1 Introduction

We are currently in the middle of multiple global crises that leave us with a different outlook than the optimism that characterized the decades of the 1990s and early 2000s. The belief in continuous global democratic and developmental progress has been replaced by concerns for irreversible climate change, global geopolitical instability, democratic decline, new manifestations of authoritarian populism, and a reversal of developmental gains in human rights, health, education, and welfare (CIVICUS, 2021; IDEA, 2021; UNDP, 2022). While the contribution of civil society for democratization and development is seen as more important than ever, civil society actors promoting inclusion and diversity are experiencing increasing pressure and constraints on their space of action. Additionally, the sphere of public action, mobilizing, and organizing is increasingly, or at least more visibly, occupied by civil society actors and citizens that advocate for nationalism and exclusion, supporting neopopulist authoritarian leaders, and harassing those defending inclusive democracy. Such groups are vocal in social media platforms and use diverse strategies to re-interpret principles such as freedom of speech.

Increasing constraints on the democratic sectors of civil society have been described as and analysed through the notion of shrinking civic space. The term civic space can be traced back to legal and human rights discourses and is often defined based on the realization of certain civic freedoms such as the right of association, assembly, and expression (Buyse, 2018). Sometimes, civic space has been used interchangeable with the notion of civil society (Popplewell, 2018), but in most cases it resonates more with the notion of ‘enabling environments’ for civil society used in development policy discourses in reference to the conditions to which civil society operates. Therefore, the general starting point of the book is to understand civic spaces as societal spaces where diverse practices by a variety of civil society actors occurs and where a multiplicity of civil society responses to institutional and informal constraints in different contexts appear. This point of departure is premised on a need to nuance our conceptual and analytical understanding about the dynamics between civic space and civil society actors and practices.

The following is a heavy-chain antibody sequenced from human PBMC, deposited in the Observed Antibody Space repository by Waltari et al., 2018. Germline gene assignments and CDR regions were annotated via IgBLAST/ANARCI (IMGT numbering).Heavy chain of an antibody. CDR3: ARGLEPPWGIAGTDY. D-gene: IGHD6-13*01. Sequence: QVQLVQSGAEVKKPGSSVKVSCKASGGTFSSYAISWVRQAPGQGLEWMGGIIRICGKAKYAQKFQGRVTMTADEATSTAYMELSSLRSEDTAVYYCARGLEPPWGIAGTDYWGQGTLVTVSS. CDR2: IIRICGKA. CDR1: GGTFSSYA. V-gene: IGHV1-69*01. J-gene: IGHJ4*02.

This book is a result of several conference panels coordinated by the editors in their role of conveners of the Citizenship and Civil Society in Development working group in the European Association of Development Research and Training Institutions (EADI) since the pre-pandemic year 2019 until 2021. It offers a timely contribution to debates concerning democracy and its decline, changing civic spaces, and civil society action by providing theoretically based and empirically embedded analyses of different civil society actors’ responses to changes in civic spaces in various contexts. From the outset, each author was requested to specify the characteristics of civil society actors, settings constraining and enabling their action, and analyse the various responses performed in the context the chapter discusses. The outcome was a rich variety of theoretical definitions and empirical insights drawing not only from development studies but also from academic fields such as studies on democracy and civil society. Before introducing the individual chapters, this Introduction provides a brief review on recent debates to underscore the relevance of the topic of the book.

2 Civic Spaces and Civil Society Responses: Global Trends and Debates

Several global trends have intensified the need to engage with debates on civic space in development discourses. For the purposes of this book, we focus on three interrelated tendencies and discussions: the decline of democracy; the introduction of the civic space concept in development policies and practices along with that of civil society; and the monitoring and measurement of changes in democracy and civic space, which is informed by (and inform) contemporary global debates concerning liberal democracy and international development.